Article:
Writing is a method of representing language in visual or tactile form. Writing systems use sets of symbols to represent the sounds of speech, and may also have symbols for such things as punctuation and numerals.
Here are a number of ways to define writing systems:
a system of more or less permanent marks used to represent an utterance in such a way that it can be recovered more or less exactly without the intervention of the utterer.
From The World's Writing Systems
a set of visible or tactile signs used to represent units of language in a systematic way, with the purpose of recording messages which can be retrieved by everyone who knows the language in question and the rules by virtue of which its units are encoded in the writing system.
From the The Blackwell Encyclopedia of Writings Systems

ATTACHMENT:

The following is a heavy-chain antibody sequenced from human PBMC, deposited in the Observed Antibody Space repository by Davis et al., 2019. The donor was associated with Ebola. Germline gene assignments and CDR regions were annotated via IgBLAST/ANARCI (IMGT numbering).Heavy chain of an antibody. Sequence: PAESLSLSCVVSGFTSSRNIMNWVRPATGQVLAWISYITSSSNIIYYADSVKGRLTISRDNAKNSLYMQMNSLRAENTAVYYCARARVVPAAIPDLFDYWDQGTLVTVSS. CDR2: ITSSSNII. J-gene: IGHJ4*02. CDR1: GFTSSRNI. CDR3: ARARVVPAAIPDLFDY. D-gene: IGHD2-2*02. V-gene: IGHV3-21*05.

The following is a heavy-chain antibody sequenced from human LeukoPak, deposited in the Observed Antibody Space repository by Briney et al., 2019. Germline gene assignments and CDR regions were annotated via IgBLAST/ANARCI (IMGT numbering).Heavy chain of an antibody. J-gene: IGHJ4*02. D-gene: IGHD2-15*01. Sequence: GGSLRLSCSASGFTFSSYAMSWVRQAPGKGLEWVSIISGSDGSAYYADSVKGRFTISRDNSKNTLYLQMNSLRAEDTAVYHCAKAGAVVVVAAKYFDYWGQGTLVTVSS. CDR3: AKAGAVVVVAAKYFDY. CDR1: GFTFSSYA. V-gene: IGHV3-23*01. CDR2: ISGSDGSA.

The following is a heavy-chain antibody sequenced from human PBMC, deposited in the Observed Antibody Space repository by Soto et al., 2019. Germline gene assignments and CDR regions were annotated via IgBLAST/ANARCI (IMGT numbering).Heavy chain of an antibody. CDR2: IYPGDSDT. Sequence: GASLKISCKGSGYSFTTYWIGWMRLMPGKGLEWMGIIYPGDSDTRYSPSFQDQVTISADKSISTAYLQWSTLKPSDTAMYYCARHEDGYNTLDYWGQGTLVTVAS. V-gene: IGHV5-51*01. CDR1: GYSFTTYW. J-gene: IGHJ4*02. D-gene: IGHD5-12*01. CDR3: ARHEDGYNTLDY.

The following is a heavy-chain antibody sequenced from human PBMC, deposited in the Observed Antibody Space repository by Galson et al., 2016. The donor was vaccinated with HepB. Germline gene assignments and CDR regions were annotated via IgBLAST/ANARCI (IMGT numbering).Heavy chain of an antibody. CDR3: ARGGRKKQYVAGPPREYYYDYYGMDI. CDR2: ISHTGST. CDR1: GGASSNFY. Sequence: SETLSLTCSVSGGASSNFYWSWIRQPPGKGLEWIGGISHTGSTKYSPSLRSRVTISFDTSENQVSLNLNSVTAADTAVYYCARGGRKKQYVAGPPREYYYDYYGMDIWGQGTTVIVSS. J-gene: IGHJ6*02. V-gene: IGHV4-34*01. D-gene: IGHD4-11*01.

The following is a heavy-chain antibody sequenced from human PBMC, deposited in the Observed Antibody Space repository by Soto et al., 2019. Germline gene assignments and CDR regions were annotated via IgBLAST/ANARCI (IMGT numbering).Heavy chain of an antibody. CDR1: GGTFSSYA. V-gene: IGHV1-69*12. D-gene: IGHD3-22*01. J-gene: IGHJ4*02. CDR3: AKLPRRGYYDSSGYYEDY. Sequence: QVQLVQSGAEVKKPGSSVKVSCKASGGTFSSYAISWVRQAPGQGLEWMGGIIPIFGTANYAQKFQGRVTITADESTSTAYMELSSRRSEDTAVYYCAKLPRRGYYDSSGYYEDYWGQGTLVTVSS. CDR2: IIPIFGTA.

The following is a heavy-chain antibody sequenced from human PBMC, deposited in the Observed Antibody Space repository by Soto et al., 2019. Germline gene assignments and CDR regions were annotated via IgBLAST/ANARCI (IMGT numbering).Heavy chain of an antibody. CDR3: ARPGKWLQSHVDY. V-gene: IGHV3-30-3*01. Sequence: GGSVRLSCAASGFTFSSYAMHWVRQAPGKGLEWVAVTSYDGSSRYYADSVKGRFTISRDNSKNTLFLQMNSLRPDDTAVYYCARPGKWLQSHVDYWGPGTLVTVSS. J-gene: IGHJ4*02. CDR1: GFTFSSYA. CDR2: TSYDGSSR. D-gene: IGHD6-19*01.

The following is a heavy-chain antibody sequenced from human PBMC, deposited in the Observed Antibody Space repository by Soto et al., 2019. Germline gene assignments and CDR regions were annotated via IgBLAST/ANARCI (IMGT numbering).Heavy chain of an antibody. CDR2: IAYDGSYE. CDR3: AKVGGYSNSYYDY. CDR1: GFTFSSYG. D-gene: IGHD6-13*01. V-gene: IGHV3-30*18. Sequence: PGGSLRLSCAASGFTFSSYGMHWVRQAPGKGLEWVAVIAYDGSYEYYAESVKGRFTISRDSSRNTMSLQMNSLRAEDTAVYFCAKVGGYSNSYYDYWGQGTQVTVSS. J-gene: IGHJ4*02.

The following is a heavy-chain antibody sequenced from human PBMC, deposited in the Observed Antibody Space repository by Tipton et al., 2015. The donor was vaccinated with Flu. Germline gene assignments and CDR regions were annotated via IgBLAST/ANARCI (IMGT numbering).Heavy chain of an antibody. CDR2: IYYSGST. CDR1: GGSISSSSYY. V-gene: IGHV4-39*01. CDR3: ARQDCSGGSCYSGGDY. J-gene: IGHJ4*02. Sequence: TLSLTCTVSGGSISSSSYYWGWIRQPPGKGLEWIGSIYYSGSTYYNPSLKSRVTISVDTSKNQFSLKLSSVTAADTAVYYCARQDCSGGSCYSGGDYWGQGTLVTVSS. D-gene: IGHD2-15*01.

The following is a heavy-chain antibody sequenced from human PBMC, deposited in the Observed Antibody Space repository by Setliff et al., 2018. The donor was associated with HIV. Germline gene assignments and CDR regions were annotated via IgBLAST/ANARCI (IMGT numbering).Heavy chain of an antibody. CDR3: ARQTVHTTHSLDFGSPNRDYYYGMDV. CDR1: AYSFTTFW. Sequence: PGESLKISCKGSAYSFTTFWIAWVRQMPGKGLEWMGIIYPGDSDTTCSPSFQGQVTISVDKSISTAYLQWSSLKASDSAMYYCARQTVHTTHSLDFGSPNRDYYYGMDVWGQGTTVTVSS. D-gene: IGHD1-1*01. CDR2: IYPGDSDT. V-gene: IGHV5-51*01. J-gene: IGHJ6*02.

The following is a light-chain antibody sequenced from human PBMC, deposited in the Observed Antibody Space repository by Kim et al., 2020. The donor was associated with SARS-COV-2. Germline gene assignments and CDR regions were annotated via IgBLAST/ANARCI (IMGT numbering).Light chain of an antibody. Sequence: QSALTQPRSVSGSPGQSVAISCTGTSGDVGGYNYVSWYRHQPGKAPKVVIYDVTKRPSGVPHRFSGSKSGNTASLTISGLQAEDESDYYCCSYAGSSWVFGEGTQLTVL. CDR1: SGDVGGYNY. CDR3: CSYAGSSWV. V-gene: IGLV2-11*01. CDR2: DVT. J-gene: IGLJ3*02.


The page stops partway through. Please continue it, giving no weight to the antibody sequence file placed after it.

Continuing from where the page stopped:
All writing systems use visible signs with the exception of the raised notation systems used by blind and visually impaired people, such as Braille and Moon. Hence the need to include tactile signs in the above definition.
In A History of Writing, Steven Roger Fischer argues that no one definition of writing can cover all the writing systems that exist and have ever existed. Instead he states that a 'complete writing' system should fullfill all the following criteria:
Writing systems are both functional, providing a visual way to represent language, and also symbolic, in that they represent cultures and peoples. In The writing systems of the world, Florian Coulmas describes them as follows:
As the most visible items of a language, scripts and orthographies are 'emotionally loaded', indicating as they do group loyalties and identities. Rather than being mere instruments of a practical nature, they are symbolic systems of great social significance which may, moreover, have profound effect on the social structure of a speech community.
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